3D printing and how it will change what things look like


Chronological Encyclopedia of Discoveries in Space cover

After being in print for twenty years, the Chronological Encyclopedia of Discoveries in Space, covering everything that was learned on every single space mission in the 20th century, has finally gone out of print.

 
I presently have my last four hardback copies available for sale. The book sold new for about $90. To get your own autographed copy of this now rare collector's item, please send a $120 check (which includes shipping) payable to Robert Zimmerman to


Behind The Black, c/o Robert Zimmerman
P.O.Box 1262
Cortaro, AZ 85652


"Useful to space buffs and generalists, comprehensive but readable, Bob Zimmerman's Encyclopedia belongs front and center on everyone's bookshelf." -- Mike Collins, Apollo 11 astronaut

 

"The Chronological Encylopedia of Discoveries in Space is no passionless compendium of information. Robert Zimmerman's fact-filled reports, which cover virtually every spacecraft or probe to have ventured into the heavens, relate the scientific and technical adventure of space exploration enthusiastically and with authority." -- American Scientist

Link here. The article not only outlines some of the newer developments in 3D printing, it gives a nice look at how that technology is literally going to change what the things it builds look like.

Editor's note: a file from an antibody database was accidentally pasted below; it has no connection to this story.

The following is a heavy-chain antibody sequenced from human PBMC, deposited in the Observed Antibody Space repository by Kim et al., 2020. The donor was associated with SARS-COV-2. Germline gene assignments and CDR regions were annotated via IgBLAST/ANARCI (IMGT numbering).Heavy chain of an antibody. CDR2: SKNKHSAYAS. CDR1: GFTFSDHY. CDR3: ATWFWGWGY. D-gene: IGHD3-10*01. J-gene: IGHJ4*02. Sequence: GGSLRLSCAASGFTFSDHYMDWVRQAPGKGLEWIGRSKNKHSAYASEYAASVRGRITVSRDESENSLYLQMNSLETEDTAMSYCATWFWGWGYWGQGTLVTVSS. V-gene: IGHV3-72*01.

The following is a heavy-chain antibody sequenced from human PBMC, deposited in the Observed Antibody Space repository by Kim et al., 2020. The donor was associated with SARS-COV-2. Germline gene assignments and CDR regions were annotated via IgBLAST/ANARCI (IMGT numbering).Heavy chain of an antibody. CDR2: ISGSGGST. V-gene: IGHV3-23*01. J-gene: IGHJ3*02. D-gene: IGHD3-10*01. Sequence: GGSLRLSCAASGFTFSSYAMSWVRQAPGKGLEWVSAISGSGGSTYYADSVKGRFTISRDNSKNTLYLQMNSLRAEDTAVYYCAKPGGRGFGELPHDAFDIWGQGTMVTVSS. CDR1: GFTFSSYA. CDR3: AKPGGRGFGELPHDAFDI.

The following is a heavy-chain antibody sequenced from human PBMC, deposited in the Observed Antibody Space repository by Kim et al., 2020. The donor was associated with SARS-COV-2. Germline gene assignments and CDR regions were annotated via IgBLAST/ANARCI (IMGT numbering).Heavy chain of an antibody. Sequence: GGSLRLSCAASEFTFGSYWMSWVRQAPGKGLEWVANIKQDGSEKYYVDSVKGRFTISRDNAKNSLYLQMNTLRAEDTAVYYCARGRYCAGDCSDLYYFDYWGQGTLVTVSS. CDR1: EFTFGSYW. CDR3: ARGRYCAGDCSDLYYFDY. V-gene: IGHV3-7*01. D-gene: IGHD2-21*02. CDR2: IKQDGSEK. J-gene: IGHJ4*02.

Simple shapes are popular in human designs because they’re easy. Easy to design, especially with CAD, and easy to manufacture in a world where manufacturing means taking a big block or sheet of something, and machining a shape out of it, or pouring metals into a mold.

But manufacturing is starting to undergo a revolutionary change as 3D printing moves toward commercially competitive speeds and costs. And where traditional manufacturing incentivizes the simplest shapes, additive manufacturing is at its fastest and cheapest when you use the least possible material for the job. That’s a really difficult way for a human to design – but fairly easy, as it turns out, for a computer. And super easy for a giant network of computers.

The result: a stronger object, less weight, and less cost.

Share

One comment

  • Cotour

    3D additive / CNC manufacturing is analogous to biological structure creation, construction from the inside out.

    In all of time man has built the structures he / she has lived in and the tools and devices that have been made to be used in the world have all been made exactly in the opposite way, from the outside. All architecture has been focused on straight lines, beams, columns, most all at 90 degrees and level etc. All of these new structures, tools and devices will now have a biological character to them.

    3D printing turns everything upside down and backwards, and that is probably a very good thing.

Leave a Reply

Your email address will not be published. Required fields are marked *